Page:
The weakness of city councils


Al-Madina newspaper

THE Minister of Municipal and Rural Affairs, Abdullatif Bin Abdul Malik Al-Asheikh, has approved a center for communications between the municipal councils and his office.

The center was aimed at creating direct contact between the minister and the members of the municipal councils all over the Kingdom.

Through this center, the members of the councils will forward their proposals, complaints and inquires concerning the municipal work to the minister.

On his part, the minister will constitute a task force to study these proposals and come up with viable ideas that will satisfy the members.

The call center started working last week.

In my opinion, priority should have been given before considering the establishment of the call center to a project that will present the minister with accurate and transparent statistics about the activities and the achievements of the municipal councils and the outcome of their protracted meetings.

The government is annually spending about SR170 million on 285 municipal councils with 3,156 members across the country. This is in addition to other related expenses.

A legitimate question here: Is the experiment of the municipal councils, which came to life in 2005, convincing to society? Have they contributed to the process of nation building and achieved their legislative and supervisory goals?

I leave the answer to the citizens who are more concerned with these councils and for whose benefits they were established.

However, a workshop that was held by the municipal council in Al-Ahsa in April confirmed that there were obstacles facing the councils and impeding their work.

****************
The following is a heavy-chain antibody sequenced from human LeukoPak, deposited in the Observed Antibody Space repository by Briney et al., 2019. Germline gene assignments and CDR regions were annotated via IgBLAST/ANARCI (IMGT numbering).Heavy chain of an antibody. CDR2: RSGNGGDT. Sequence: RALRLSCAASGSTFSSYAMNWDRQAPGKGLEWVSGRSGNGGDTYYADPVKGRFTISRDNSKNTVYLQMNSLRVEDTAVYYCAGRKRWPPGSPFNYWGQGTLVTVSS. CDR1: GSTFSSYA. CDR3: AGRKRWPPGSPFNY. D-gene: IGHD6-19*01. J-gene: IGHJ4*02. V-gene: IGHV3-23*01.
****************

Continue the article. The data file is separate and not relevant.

The workshop found that the obstacles included the limited powers of the councils and their confused and illusionary relationships with the executive organs in the municipalities.

The workshop said some of the municipalities would refuse to supply the councils with the periodic reports to study them so as to know where the shortcomings lie and to suggest suitable solutions.

The administrative apparatus of the councils is weak and they do not maintain fruitful partnerships with the experienced bodies such as the universities, it said.

The workshop also said the number of the members in each council was too high and that some of them were not qualified for the job.

It also said the members were not devoting their entire time to the work of the councils and that their relationship with society was weak.

It proposed the establishment of a center for communications between the citizens and the councils through which the citizens could convey their complaints against the civic services to them and also to the minister.

In the light of the National Transformation Plan 2020 and the Vision 2030, I think the ministry has two options: either to revitalize the municipal councils so that life can go through their veins or revoke them altogether and announce their death.

The reviving of the councils will mean activating their roles as legislative and supervisory bodies over to carry out civic work.

In order for the councils to do their job properly, they have to be autonomous and given enough powers. The councils should be supported administratively and financially and they should also have competent members.

In case the minister decides to announce the death of the councils, he will be able to save the funds being spent on them and direct them toward projects that will benefit the country and its citizens.